Indeed, it's all-too easy to hear the research put into Morwenna Banks' script as it takes pains to explore how the illness sometimes impacts women's self-esteem and shapes relationships in unexpected ways with friends, colleagues, parents and, most crucially, partners. After the mastectomy, Kit and Milly's sex life flatlines for reasons that are never quite spelt out. It's at this point that the movie finally starts to be a story about believably flawed people instead of case studies with costumes and arch one-liners.
Frustrated and in need of reassurance, Milly — who truth be told is a bit of a rampant narcissist — seeks some sexual healing on the side with Tyson Ritter's stud-muffin American bartender. Unfortunately, Jess finds out and the two end up having a screaming cat-fight on the Yorkshire Moors. Strangely enough, it's here in the scene where their characters are at loggerheads, that the actors finally generate some onscreen chemistry with each other. The sad truth is that, however engaging they are as performers elsewhere, neither Collette nor Barrymore are at their best here. No amount of hearty, gum-baring laughter from (Collette especially), beatific smiles (Barrymore's specialty) and hugs can disguise the fact that they often look ill at ease together, more like two people who only just met on set rather than the best of friends.
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We carp because we care. Films about female friendship, that pass the Bechtdel test with such flying colors, are all too rare as it is. So it makes it even more of a pity to see this one, with its potential to be a Beaches for the selfie generation, fail to stick the landing.
At least there are some incidental pleasures to be had along the way. As lifestyle porn that puts on great double-page spreads showcasing stylishly appointed flats and adorable bohemian house boats, Miss You Already is pretty impeccable. If Banks' script sometimes neglects to fill in the blanks about who these people are, where they come from, and what they like to do in their leisure time, then the gaps are more than adequately filled by Claire Finlay Thomson's evocative costume design and production designer Amanda McArthur comfortably cluttered sets. With that in mind, it seems somehow apt that one of the most poignant interactions comes at the end when Milly gives Jess a pair of Christian Louboutin platforms because she's sick of seeing her in Birkenstocks. The use of photogenic London locations however is a little too idealized, and feels filtered through a foreigner's eyes, like all those Woody Allen movies shot in Europe.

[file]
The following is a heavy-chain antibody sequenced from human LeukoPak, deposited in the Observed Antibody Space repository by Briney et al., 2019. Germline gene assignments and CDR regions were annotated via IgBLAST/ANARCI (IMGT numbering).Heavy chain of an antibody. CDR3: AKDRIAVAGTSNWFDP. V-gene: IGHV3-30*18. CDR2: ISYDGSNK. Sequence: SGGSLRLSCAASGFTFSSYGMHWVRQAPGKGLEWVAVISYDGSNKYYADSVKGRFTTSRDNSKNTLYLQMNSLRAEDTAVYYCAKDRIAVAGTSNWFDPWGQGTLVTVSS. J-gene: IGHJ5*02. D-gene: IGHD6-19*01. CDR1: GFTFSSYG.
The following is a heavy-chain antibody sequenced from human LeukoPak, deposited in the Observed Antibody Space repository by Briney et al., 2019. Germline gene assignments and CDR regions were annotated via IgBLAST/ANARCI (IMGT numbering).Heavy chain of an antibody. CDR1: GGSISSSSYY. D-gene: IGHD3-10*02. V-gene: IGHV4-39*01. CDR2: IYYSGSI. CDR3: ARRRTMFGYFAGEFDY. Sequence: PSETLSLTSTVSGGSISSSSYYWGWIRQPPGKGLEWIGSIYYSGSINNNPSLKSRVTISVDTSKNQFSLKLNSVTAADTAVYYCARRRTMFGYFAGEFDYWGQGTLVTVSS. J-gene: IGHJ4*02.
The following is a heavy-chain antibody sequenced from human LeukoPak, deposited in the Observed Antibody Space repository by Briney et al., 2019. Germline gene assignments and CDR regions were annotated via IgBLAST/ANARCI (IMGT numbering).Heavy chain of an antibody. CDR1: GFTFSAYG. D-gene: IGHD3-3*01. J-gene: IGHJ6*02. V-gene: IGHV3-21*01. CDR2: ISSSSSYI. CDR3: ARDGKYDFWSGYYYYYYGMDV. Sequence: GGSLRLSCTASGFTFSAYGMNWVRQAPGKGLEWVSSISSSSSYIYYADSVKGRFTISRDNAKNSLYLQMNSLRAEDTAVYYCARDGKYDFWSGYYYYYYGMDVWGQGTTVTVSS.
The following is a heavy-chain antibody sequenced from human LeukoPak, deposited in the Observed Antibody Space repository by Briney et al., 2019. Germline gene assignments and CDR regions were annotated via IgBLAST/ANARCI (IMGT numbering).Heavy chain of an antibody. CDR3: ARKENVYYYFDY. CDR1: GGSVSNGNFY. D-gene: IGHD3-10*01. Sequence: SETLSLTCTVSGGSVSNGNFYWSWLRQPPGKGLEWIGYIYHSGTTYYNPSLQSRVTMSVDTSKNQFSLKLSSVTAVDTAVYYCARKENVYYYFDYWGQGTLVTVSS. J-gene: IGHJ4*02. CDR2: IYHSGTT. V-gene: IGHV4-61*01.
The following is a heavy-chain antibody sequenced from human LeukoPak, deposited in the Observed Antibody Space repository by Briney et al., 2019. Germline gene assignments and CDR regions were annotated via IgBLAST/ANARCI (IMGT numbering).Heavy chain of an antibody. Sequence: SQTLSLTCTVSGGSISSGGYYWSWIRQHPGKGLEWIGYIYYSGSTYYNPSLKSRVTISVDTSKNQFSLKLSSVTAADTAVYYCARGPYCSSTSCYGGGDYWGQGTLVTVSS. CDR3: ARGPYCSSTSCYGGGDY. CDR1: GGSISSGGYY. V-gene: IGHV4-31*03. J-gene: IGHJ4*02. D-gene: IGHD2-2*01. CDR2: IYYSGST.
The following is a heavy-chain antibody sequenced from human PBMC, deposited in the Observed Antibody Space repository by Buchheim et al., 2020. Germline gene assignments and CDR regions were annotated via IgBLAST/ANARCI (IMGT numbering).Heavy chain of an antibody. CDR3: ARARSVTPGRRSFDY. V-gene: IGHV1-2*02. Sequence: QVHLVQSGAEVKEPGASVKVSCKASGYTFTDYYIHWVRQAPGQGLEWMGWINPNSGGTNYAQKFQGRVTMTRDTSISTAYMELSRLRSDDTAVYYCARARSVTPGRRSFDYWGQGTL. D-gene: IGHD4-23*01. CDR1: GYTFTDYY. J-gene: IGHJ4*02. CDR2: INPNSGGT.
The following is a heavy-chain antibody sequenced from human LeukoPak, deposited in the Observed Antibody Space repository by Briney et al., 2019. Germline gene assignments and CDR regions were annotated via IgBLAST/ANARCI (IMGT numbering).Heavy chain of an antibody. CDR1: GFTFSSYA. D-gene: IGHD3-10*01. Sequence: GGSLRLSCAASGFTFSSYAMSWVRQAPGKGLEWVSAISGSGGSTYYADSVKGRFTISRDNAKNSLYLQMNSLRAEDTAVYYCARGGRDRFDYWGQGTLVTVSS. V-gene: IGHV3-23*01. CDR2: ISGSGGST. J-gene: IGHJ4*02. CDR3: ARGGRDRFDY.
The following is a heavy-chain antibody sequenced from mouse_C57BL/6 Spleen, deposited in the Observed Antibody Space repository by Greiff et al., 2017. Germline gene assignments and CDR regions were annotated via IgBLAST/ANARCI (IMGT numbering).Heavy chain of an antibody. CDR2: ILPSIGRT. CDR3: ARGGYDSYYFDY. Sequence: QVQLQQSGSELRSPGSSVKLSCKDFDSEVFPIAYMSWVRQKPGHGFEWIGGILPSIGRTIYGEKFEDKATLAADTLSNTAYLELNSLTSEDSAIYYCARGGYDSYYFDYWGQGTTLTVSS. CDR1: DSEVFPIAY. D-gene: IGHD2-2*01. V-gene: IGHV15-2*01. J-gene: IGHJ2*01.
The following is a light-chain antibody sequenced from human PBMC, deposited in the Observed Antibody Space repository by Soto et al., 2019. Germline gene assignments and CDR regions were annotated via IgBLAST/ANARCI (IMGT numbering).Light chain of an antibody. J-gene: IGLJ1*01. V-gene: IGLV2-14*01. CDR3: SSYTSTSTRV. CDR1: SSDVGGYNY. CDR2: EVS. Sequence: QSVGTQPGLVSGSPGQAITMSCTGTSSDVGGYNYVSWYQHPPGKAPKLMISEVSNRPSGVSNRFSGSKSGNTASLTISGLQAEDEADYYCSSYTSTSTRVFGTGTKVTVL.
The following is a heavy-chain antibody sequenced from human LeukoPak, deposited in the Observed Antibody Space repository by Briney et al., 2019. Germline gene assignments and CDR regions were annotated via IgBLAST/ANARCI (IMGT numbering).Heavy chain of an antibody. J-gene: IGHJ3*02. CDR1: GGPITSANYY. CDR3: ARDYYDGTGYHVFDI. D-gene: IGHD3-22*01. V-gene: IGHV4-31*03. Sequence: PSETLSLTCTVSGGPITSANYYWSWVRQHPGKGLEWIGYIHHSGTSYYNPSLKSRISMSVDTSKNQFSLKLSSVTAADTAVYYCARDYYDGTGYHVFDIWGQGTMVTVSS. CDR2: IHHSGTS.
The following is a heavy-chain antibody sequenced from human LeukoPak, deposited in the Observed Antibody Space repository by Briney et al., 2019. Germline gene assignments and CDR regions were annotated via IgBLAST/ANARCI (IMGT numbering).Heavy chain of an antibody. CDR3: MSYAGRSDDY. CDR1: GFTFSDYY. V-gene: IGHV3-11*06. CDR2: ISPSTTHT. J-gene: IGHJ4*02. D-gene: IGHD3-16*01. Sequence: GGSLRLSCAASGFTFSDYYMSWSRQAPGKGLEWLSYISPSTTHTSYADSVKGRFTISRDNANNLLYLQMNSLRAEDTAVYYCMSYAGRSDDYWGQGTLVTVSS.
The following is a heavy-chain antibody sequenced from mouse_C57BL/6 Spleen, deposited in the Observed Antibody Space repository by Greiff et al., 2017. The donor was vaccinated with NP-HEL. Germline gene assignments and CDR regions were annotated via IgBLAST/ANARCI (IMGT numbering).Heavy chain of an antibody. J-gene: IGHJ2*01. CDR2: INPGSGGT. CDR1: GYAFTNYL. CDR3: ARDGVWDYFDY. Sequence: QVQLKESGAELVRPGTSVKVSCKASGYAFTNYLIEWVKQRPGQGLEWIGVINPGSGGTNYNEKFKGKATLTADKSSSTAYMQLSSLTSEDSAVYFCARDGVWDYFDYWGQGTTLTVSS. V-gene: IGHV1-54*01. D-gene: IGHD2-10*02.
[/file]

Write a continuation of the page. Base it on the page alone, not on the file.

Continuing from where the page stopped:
Production companies: A Lionsgate, New Sparta Films presentation in association with the Salt Company of an S Films production
Cast: Toni Collette, Drew Barrymore, Dominic Cooper, Paddy Considine, Tyson Ritter, Jacqueline Bisset, Honor Kneafsey, Ryan Baker, Frances de la Tour, Tyson Ritter
Director: Catherine Hardwicke
Screenwriter: Morwenna Banks
Producer: Christopher Simon
Executive producers: Jerome Booth, Nicki Hattingh, Sheryl Crown, Anne Sheehan, Samantha Horley, James Norrie, Barnaby Southcombe, Lisa Lambert, Celine Rattray, Trudie Styler, Catherine Hardwicke, Morwenna Banks, Paul Andrew Williams
Director of photography: Elliot Davis
Editor: Phillip J. Bartell
Production designer: Amanda McArthur
Costume designer: Claire Finlay Thomson
Composer: Harry Gregson-Williams
Casting: Lucy Bevan, Ruth Key
Sales: The Salt Company
No rating, 112 minutes